Environmentalists Urge Malaysia to Save 130 Million-Year-Old Rainforest
KUALA LUMPUR, Malaysia A 130 million-year-old tropical rainforest in Malaysia is under threat from logging, environmental activists warned Thursday, as they launched a campaign calling for greater efforts to protect the national heritage.
Intensive logging, by both legal timber operators and illegal loggers, is damaging the ecological system in the 300,000-hectare (741,300-acre) Belum-Temengor Forest complex in northern Perak state, the Malaysian Nature Society said.
"Deforestation has caused river siltation, landslides and damage to the landscape. We urge the government to stop all logging activities and conserve these forests, which are older than the Amazon and the Congo," said Anthony Sebastian, head of science and conservation at the society.
The area, which is four times the size of Singapore, is a major catchment area and supports 274 species of birds and more than 100 types of mammals, including 14 globally threatened species such as the Malayan tiger, Sumatran rhinoceros and the Plain-pouched hornbill.
It is also home to some 10,000 indigenous people.
The nature society, along with nine other private groups and beauty products retailer The Body Shop, launched a six-month campaign Thursday to collect 50,000 signatures to petition the government to save the forests.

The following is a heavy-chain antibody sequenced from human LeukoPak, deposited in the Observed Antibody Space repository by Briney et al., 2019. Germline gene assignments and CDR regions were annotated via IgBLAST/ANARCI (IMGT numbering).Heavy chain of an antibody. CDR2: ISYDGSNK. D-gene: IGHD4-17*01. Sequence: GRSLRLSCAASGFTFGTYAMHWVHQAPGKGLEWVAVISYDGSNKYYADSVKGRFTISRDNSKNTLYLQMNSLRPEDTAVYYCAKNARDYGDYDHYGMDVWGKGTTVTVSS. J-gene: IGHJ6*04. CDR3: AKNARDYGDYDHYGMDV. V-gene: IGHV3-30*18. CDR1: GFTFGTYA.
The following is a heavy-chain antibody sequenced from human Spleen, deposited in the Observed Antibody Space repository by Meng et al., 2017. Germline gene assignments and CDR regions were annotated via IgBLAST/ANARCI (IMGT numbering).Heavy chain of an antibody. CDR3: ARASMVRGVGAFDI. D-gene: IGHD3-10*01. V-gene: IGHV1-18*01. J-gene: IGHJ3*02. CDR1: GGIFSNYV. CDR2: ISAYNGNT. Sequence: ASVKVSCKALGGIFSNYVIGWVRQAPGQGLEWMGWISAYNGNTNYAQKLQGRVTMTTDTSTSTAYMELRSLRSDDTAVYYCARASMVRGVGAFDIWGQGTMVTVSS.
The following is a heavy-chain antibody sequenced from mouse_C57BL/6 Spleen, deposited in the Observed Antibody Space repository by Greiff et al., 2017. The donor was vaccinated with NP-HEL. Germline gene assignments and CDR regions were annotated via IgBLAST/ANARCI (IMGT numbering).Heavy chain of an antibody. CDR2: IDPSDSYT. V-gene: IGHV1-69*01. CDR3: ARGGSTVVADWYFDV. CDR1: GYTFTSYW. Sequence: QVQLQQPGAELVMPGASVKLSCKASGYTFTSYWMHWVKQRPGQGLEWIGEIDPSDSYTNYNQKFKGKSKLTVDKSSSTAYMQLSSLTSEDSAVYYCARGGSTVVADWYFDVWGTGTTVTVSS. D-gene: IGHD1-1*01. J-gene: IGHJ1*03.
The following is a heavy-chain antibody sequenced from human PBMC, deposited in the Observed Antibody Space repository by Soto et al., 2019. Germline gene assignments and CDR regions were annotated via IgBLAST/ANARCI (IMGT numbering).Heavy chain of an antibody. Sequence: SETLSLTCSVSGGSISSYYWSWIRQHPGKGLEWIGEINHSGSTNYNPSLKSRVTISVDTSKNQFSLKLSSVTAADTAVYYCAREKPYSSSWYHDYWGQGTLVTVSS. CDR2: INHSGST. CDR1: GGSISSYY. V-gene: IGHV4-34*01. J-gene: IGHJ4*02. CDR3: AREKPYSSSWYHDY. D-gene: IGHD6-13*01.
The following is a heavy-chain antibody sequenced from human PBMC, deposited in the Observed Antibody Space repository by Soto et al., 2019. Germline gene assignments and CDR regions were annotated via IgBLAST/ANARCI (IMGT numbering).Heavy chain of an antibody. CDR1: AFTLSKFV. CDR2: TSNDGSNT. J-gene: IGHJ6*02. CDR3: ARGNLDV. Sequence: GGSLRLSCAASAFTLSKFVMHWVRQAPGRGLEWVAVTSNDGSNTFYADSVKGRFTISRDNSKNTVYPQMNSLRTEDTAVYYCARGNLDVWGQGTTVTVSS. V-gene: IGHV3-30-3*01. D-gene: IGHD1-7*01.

The forests consist of the Royal Belum State Park and the Temenggor Forest Reserve, which are separated by a highway.
Mano Maniam, president of the Environmental Protection Society of Malaysia, said Royal Belum was declared a state park in 2002 but the declaration has not been gazetted, meaning conservation cannot yet be enforced.
He urged the government to stop large-scale forest conversion along the highway, speed up the gazetting of the law and extend it to cover the Temengor forest reserve, where logging is still allowed in some parts.
"The two reserves function as a single ecosystem and together are a global treasure that is irreplaceable and immensely more valuable than the timber contained within," the nature society said in a statement.
It said the area also forms an important wildlife corridor to the Hala-Bala Wildlife Sanctuary and Bang Lang National Park in Thailand, and its conservation could form a large protected area where animals could cross over borders.
However, the Perak state government has insisted that logging will continue in the Belum-Temenggor forest because the timber industry is a major revenue earner for the state and more than 10,000 jobs are at stake.
"There is no way we can stop logging. It is the source of economy for the state and the people," Perak chief minister Tajol Rosli Ghazali was quoted as saying by The Star newspaper on Thursday.
The minister and his office could not immediately be reached for comment.
Source: Associated Press